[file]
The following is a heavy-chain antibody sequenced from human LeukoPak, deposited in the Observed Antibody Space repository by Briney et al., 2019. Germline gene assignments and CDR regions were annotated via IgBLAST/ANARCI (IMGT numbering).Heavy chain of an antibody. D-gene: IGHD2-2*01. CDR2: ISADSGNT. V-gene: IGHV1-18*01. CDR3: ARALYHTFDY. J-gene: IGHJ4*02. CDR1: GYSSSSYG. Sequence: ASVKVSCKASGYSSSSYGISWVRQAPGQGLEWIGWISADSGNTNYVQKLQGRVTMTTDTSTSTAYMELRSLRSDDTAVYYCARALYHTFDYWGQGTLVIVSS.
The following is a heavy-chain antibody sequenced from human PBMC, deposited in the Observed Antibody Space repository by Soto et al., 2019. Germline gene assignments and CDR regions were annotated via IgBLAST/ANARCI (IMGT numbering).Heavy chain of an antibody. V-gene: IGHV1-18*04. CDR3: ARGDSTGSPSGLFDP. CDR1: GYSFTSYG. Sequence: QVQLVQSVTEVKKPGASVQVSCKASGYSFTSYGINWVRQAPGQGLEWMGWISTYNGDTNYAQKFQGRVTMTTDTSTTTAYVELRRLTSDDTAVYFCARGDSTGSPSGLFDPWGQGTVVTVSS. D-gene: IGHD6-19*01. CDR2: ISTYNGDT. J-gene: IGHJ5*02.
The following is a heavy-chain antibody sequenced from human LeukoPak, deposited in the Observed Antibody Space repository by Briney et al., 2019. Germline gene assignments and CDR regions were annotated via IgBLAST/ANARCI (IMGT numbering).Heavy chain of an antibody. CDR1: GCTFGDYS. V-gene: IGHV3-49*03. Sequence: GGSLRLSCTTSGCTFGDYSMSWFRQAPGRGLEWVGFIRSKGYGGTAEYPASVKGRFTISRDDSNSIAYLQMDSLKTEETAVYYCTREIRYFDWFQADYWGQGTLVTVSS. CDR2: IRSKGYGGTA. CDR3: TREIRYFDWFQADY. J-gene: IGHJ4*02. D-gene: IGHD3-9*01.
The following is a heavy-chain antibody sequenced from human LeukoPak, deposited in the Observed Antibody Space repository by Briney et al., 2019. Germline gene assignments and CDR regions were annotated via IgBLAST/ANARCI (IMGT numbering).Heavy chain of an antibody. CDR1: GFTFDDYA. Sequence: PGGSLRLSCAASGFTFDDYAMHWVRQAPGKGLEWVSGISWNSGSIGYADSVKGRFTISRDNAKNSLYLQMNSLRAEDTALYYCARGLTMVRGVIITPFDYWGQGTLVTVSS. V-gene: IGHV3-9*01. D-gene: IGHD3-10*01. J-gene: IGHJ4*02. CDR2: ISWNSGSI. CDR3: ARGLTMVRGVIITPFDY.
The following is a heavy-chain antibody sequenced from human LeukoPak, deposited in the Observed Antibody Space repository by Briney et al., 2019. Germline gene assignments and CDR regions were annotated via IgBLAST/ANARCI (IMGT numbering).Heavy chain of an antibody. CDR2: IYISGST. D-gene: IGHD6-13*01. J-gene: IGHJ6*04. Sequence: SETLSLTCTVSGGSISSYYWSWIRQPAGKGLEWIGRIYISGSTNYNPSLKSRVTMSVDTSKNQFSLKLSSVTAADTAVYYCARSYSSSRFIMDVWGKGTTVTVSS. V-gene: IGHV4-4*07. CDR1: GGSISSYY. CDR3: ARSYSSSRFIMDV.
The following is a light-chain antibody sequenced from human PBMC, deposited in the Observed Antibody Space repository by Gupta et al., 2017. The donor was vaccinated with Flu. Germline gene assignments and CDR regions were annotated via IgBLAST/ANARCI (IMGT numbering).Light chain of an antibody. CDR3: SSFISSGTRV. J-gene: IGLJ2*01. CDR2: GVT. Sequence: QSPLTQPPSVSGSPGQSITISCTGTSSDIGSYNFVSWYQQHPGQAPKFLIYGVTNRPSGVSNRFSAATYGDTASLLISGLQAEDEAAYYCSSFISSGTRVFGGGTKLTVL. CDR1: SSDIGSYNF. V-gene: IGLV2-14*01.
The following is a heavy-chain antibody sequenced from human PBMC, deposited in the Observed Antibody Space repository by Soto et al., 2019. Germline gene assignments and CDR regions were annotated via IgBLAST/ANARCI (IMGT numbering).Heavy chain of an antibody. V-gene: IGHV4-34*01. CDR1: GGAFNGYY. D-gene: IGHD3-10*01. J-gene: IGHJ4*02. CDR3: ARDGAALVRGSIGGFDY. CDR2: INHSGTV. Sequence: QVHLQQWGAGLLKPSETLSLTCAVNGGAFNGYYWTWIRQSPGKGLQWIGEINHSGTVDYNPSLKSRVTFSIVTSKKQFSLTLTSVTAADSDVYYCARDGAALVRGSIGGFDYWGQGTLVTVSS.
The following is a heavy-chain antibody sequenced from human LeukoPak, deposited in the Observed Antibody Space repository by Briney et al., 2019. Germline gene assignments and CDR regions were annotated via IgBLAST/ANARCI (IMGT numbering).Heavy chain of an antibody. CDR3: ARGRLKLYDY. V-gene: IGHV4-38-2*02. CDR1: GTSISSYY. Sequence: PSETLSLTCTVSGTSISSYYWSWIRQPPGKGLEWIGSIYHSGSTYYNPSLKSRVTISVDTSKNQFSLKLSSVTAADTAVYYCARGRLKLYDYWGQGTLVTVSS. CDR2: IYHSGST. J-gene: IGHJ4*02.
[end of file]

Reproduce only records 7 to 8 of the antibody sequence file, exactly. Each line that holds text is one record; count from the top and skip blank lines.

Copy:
The following is a heavy-chain antibody sequenced from human PBMC, deposited in the Observed Antibody Space repository by Soto et al., 2019. Germline gene assignments and CDR regions were annotated via IgBLAST/ANARCI (IMGT numbering).Heavy chain of an antibody. V-gene: IGHV4-34*01. CDR1: GGAFNGYY. D-gene: IGHD3-10*01. J-gene: IGHJ4*02. CDR3: ARDGAALVRGSIGGFDY. CDR2: INHSGTV. Sequence: QVHLQQWGAGLLKPSETLSLTCAVNGGAFNGYYWTWIRQSPGKGLQWIGEINHSGTVDYNPSLKSRVTFSIVTSKKQFSLTLTSVTAADSDVYYCARDGAALVRGSIGGFDYWGQGTLVTVSS.
The following is a heavy-chain antibody sequenced from human LeukoPak, deposited in the Observed Antibody Space repository by Briney et al., 2019. Germline gene assignments and CDR regions were annotated via IgBLAST/ANARCI (IMGT numbering).Heavy chain of an antibody. CDR3: ARGRLKLYDY. V-gene: IGHV4-38-2*02. CDR1: GTSISSYY. Sequence: PSETLSLTCTVSGTSISSYYWSWIRQPPGKGLEWIGSIYHSGSTYYNPSLKSRVTISVDTSKNQFSLKLSSVTAADTAVYYCARGRLKLYDYWGQGTLVTVSS. CDR2: IYHSGST. J-gene: IGHJ4*02.